Tonight’s final presidential debate is taking place in the village I grew up in which is Hempstead, NY. You may not know this, but Hempstead, NY, but it elected its first African-American mayor on Long Island and I am proud of that fact. His name is James Garner and while a Republican, he lived and breathed the village of Hempstead. As mayor, Garner did not care who you were, his only quest was to lead his constituents in my home village.
His race did not even enter people’s minds as he governed. What they cared about were if their needs were being met and I can attest to the fact that they were. He transformed a village that was suffering into one that thrived. Sound familiar as our country has suffered. The only thing we as citizens cared about is whether our garbage was picked up, the roads maintained and if we were safe to walk the streets of our village. He delivered all of that and so much more with his larger than life persona.
Garner always had a open-door policy so that the citizens of my home village could reach-out to him and discuss their concerns. Since I do know him personally, there were many times I interacted with him and he even lived around the corner from me. While I moved away from the Village of Hempstead, it was Mayor Garner who stated to me at my uncle’s wake, I would always be a Hempstead girl.
So as Adam Nagourney tries through his column in today’s NY Times tries to scare the electorate by stating that race may be a factor in this presidential race, my message to Nagourney is “Enough is enough!” Note to Nagourney, you may wish to speak with me as to how race should not even enter this debate. To those of you who would use race as a deciding factor, let me remind you that millions of Americans are in need of your help. These are the millions who have been left behind by the Bush administration and a candidate who supported him right from the start and his name is John McCain.
We have a financial crisis that began with McCain’s deregulation policies as well as his support of the War in Iraq. McCain’s health-care plan according to Nobel Prize columnist, Paul Krugman would add 20 million more to those who will not have health insurance. What more do you need as a deciding factor to send him back to the senate?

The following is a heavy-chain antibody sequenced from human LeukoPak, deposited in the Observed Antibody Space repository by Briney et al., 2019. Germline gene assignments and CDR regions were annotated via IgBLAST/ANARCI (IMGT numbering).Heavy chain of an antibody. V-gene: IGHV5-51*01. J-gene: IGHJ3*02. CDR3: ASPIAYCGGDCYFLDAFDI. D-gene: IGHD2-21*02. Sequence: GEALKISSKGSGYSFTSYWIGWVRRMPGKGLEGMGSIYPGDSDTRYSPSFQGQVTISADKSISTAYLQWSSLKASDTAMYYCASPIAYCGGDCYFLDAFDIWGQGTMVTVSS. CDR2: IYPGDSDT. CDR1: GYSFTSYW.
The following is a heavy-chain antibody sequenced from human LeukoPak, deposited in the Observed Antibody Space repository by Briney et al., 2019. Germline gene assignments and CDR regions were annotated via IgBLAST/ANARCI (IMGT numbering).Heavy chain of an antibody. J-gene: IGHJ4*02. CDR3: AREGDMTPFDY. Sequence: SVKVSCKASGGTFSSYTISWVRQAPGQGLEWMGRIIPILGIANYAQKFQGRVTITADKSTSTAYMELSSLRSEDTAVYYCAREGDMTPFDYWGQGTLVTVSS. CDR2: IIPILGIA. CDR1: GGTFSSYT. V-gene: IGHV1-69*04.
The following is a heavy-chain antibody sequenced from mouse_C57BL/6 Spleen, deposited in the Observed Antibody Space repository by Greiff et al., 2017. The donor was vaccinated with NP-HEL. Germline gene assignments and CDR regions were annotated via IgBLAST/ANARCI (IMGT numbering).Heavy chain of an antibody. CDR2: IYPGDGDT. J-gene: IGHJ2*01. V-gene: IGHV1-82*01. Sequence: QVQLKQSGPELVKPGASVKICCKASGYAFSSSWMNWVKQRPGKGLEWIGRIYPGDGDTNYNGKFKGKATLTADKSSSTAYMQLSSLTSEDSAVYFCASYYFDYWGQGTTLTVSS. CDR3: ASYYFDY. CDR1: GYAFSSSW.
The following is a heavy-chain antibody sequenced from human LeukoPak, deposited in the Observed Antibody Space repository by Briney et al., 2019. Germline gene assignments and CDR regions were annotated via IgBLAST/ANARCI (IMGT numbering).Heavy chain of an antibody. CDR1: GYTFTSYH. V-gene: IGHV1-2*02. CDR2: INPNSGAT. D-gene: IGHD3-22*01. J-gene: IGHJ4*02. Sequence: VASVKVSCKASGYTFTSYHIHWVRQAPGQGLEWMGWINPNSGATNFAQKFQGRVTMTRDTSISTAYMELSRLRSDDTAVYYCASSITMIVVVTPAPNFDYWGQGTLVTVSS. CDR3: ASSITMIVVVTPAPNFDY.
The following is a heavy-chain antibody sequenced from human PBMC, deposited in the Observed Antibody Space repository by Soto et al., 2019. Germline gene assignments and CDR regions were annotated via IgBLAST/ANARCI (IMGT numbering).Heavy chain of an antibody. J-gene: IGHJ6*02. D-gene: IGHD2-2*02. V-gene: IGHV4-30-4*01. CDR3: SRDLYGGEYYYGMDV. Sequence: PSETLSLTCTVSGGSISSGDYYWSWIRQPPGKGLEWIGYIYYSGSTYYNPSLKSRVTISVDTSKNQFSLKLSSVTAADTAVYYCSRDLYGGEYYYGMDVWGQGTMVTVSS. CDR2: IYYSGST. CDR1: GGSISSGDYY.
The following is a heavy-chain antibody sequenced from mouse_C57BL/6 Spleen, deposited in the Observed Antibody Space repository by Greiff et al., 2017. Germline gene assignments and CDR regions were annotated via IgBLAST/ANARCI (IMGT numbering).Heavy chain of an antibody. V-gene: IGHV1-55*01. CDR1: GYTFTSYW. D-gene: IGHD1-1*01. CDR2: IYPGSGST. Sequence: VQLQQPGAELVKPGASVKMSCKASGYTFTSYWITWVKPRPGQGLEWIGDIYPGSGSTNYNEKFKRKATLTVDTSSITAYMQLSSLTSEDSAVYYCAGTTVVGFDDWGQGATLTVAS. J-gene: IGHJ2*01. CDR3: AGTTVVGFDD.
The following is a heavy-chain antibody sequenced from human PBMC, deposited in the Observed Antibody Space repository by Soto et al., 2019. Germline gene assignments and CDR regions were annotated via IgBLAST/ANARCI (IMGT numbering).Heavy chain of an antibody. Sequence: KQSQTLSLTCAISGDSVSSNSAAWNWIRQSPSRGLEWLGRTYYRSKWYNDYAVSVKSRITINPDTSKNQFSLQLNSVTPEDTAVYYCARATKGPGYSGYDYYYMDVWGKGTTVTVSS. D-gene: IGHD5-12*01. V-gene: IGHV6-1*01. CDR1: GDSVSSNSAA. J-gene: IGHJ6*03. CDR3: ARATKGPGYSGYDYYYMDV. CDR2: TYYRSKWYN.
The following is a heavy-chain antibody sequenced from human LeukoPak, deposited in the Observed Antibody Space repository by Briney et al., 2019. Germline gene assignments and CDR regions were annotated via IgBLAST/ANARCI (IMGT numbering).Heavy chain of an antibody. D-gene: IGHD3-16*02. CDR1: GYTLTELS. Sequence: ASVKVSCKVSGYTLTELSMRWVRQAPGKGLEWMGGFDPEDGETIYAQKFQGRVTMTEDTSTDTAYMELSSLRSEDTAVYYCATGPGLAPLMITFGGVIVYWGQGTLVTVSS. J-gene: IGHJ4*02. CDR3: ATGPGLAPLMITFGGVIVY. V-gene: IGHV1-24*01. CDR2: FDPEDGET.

While not elected, we in New York State have for the first time our first African-America governor whose name is David A. Paterson and for those of you who do not know this; he grew up in the Village of Hempstead. Could the selection where the final debate be a message to all Americans? Oh you betcha!
David A. Paterson took over the office when Eliot Spitzer was forced to resign and right from the start, he led this state as it tried to heal. Again, does that sound familiar? While I have never met Governor Paterson, I feel a bond with him and call him ‘The Guv’.
Right from the start, Governor Paterson has been a consensus builder reaching out to Republicans in order to effectively govern my home state. I do opine that is precisely the way that a President Obama will govern. He did so as a state senator in Illinois.
For many years the proposed Broadwater Liquefied Natural Gas (LNG) had been a bone of contention by many living in my state especially those like me who live near the Long Island Sound. We felt as if no one was listening to our plight.
Enter in Governor Paterson who effectively shut Broadwater down as one will read, “One of my goals as Governor is to protect Long Island Sound, by preserving it as a valuable estuary, an economic engine for the region, and a key component to making Long Island’s quality of life one of the best in the country,” said Governor Paterson. “Broadwater does not pass that test. Shame on us if we can’t develop a responsible energy policy without sacrificing one of our greatest natural and economic resources.”
Now I call that leadership when he decisively made that decision to benefit those of us who live near the Long Island Sound and those whose very jobs depended upon this body of water being protected.
In fighting for the citizens of New York, Governor Paterson suggested that the federal government send back NY tax money. In a fighting spirit, this is what Governor Paterson stated, "New Yorkers bailed out the federal government many, many times. ... If they pay back 10 percent of the average we pay the federal government that would be $8 billion. They pay back 5 percent, that would be $4 billion."
For years a Republican governor, George E. Pataki was consistently late with the state budget to the angst of lawmakers, Newsday reported of our current budget “Paterson said that one of the reasons he is bringing the legislature back after Election Day and introducing the executive budget six weeks earlier than usual is to show credit companies that the state is taking its spending problem seriously.” So, do not tell me that Democrats are not fiscally irresponsible.
As I sit here and type this column, does it enter my mind that my governor ‘The Guv’ is African-American? No it does not. All I care about is that he is governing a state that I love. If I could grab the attention of the media specifically Nagourney, I would use as these two men as prime examples how government should work. Never once did their race enter into my mind.